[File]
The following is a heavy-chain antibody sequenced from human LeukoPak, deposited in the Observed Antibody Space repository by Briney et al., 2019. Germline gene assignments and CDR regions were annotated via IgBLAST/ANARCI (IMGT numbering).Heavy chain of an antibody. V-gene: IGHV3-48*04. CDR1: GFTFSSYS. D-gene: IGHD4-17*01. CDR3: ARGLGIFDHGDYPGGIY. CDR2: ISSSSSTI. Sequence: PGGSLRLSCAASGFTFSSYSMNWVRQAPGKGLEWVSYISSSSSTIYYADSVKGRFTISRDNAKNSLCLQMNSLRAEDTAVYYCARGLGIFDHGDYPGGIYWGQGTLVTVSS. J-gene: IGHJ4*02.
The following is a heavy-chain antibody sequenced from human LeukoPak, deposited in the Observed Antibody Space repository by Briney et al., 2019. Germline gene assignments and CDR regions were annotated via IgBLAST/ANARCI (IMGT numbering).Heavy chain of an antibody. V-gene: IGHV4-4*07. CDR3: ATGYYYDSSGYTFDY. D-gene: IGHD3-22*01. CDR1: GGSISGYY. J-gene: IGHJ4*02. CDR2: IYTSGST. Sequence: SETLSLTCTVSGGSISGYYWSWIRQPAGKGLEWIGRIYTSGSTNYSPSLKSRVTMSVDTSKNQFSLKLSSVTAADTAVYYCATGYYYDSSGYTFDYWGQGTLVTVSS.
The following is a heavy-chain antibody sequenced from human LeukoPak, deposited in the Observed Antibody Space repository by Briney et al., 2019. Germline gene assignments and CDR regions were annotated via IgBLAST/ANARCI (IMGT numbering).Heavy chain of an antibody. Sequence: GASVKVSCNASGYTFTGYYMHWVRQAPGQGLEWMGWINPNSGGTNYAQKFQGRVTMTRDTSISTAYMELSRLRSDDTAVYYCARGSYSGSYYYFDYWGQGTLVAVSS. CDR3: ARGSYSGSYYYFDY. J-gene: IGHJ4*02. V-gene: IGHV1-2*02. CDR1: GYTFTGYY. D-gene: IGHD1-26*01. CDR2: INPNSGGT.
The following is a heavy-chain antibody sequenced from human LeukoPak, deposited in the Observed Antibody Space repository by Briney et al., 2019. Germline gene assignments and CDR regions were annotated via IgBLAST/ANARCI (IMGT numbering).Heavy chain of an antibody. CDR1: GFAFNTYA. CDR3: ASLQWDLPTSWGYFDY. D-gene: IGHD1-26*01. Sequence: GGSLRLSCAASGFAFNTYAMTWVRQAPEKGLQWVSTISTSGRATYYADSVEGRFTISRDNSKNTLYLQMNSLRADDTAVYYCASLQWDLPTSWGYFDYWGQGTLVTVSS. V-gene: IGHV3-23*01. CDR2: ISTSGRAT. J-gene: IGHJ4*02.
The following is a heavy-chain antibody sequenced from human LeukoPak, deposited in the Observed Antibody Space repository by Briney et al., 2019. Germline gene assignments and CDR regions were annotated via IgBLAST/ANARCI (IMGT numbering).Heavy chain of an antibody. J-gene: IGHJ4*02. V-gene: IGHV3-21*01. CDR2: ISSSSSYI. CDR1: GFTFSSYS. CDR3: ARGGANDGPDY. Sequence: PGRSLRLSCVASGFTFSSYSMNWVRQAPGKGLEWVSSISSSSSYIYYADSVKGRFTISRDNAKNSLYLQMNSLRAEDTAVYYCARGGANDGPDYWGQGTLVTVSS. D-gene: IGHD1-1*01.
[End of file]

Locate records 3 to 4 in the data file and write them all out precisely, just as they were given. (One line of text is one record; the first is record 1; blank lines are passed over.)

The following is a heavy-chain antibody sequenced from human LeukoPak, deposited in the Observed Antibody Space repository by Briney et al., 2019. Germline gene assignments and CDR regions were annotated via IgBLAST/ANARCI (IMGT numbering).Heavy chain of an antibody. Sequence: GASVKVSCNASGYTFTGYYMHWVRQAPGQGLEWMGWINPNSGGTNYAQKFQGRVTMTRDTSISTAYMELSRLRSDDTAVYYCARGSYSGSYYYFDYWGQGTLVAVSS. CDR3: ARGSYSGSYYYFDY. J-gene: IGHJ4*02. V-gene: IGHV1-2*02. CDR1: GYTFTGYY. D-gene: IGHD1-26*01. CDR2: INPNSGGT.
The following is a heavy-chain antibody sequenced from human LeukoPak, deposited in the Observed Antibody Space repository by Briney et al., 2019. Germline gene assignments and CDR regions were annotated via IgBLAST/ANARCI (IMGT numbering).Heavy chain of an antibody. CDR1: GFAFNTYA. CDR3: ASLQWDLPTSWGYFDY. D-gene: IGHD1-26*01. Sequence: GGSLRLSCAASGFAFNTYAMTWVRQAPEKGLQWVSTISTSGRATYYADSVEGRFTISRDNSKNTLYLQMNSLRADDTAVYYCASLQWDLPTSWGYFDYWGQGTLVTVSS. V-gene: IGHV3-23*01. CDR2: ISTSGRAT. J-gene: IGHJ4*02.